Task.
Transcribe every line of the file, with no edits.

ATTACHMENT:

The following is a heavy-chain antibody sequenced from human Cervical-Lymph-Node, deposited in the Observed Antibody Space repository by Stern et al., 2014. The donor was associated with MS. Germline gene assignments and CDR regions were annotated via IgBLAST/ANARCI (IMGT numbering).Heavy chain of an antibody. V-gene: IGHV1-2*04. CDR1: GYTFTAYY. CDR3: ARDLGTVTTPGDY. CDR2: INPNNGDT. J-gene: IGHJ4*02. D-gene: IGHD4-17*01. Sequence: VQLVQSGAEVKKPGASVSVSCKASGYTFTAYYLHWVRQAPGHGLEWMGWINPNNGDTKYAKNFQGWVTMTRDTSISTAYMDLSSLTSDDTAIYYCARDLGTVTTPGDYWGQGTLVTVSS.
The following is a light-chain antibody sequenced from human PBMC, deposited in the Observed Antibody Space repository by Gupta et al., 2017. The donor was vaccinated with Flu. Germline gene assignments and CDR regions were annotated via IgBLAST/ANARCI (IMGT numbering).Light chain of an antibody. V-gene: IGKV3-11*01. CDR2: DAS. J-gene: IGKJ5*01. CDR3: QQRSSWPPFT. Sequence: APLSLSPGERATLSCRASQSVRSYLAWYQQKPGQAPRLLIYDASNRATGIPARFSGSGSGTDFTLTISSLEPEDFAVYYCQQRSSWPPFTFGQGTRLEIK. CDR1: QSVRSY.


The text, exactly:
The following is a heavy-chain antibody sequenced from human Cervical-Lymph-Node, deposited in the Observed Antibody Space repository by Stern et al., 2014. The donor was associated with MS. Germline gene assignments and CDR regions were annotated via IgBLAST/ANARCI (IMGT numbering).Heavy chain of an antibody. V-gene: IGHV1-2*04. CDR1: GYTFTAYY. CDR3: ARDLGTVTTPGDY. CDR2: INPNNGDT. J-gene: IGHJ4*02. D-gene: IGHD4-17*01. Sequence: VQLVQSGAEVKKPGASVSVSCKASGYTFTAYYLHWVRQAPGHGLEWMGWINPNNGDTKYAKNFQGWVTMTRDTSISTAYMDLSSLTSDDTAIYYCARDLGTVTTPGDYWGQGTLVTVSS.
The following is a light-chain antibody sequenced from human PBMC, deposited in the Observed Antibody Space repository by Gupta et al., 2017. The donor was vaccinated with Flu. Germline gene assignments and CDR regions were annotated via IgBLAST/ANARCI (IMGT numbering).Light chain of an antibody. V-gene: IGKV3-11*01. CDR2: DAS. J-gene: IGKJ5*01. CDR3: QQRSSWPPFT. Sequence: APLSLSPGERATLSCRASQSVRSYLAWYQQKPGQAPRLLIYDASNRATGIPARFSGSGSGTDFTLTISSLEPEDFAVYYCQQRSSWPPFTFGQGTRLEIK. CDR1: QSVRSY.